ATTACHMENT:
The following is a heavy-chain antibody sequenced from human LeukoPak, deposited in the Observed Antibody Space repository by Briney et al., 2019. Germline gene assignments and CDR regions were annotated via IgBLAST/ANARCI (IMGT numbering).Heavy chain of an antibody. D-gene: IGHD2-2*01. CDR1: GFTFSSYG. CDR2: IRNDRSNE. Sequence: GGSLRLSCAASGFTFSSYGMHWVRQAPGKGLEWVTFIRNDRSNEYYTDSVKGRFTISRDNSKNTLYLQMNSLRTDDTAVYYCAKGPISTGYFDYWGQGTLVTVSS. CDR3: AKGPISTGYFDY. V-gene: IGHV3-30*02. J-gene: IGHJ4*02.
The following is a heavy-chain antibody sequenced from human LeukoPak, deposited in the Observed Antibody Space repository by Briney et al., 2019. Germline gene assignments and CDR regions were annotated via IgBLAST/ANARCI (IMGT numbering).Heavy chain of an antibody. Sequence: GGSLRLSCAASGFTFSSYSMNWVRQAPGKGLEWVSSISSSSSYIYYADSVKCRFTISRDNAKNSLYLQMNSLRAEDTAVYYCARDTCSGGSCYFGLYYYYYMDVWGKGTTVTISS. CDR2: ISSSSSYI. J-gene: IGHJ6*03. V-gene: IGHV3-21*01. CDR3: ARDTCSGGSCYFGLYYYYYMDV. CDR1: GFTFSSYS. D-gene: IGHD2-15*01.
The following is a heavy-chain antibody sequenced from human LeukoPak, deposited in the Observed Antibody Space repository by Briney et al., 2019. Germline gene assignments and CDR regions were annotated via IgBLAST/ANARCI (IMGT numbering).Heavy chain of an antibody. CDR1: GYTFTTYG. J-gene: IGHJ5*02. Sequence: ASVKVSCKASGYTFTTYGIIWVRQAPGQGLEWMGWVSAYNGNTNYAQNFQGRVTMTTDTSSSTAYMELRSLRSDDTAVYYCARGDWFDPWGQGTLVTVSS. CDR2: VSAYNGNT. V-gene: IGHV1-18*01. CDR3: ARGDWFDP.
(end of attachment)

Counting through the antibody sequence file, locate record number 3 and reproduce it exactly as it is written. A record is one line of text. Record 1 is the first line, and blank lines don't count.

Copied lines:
The following is a heavy-chain antibody sequenced from human LeukoPak, deposited in the Observed Antibody Space repository by Briney et al., 2019. Germline gene assignments and CDR regions were annotated via IgBLAST/ANARCI (IMGT numbering).Heavy chain of an antibody. CDR1: GYTFTTYG. J-gene: IGHJ5*02. Sequence: ASVKVSCKASGYTFTTYGIIWVRQAPGQGLEWMGWVSAYNGNTNYAQNFQGRVTMTTDTSSSTAYMELRSLRSDDTAVYYCARGDWFDPWGQGTLVTVSS. CDR2: VSAYNGNT. V-gene: IGHV1-18*01. CDR3: ARGDWFDP.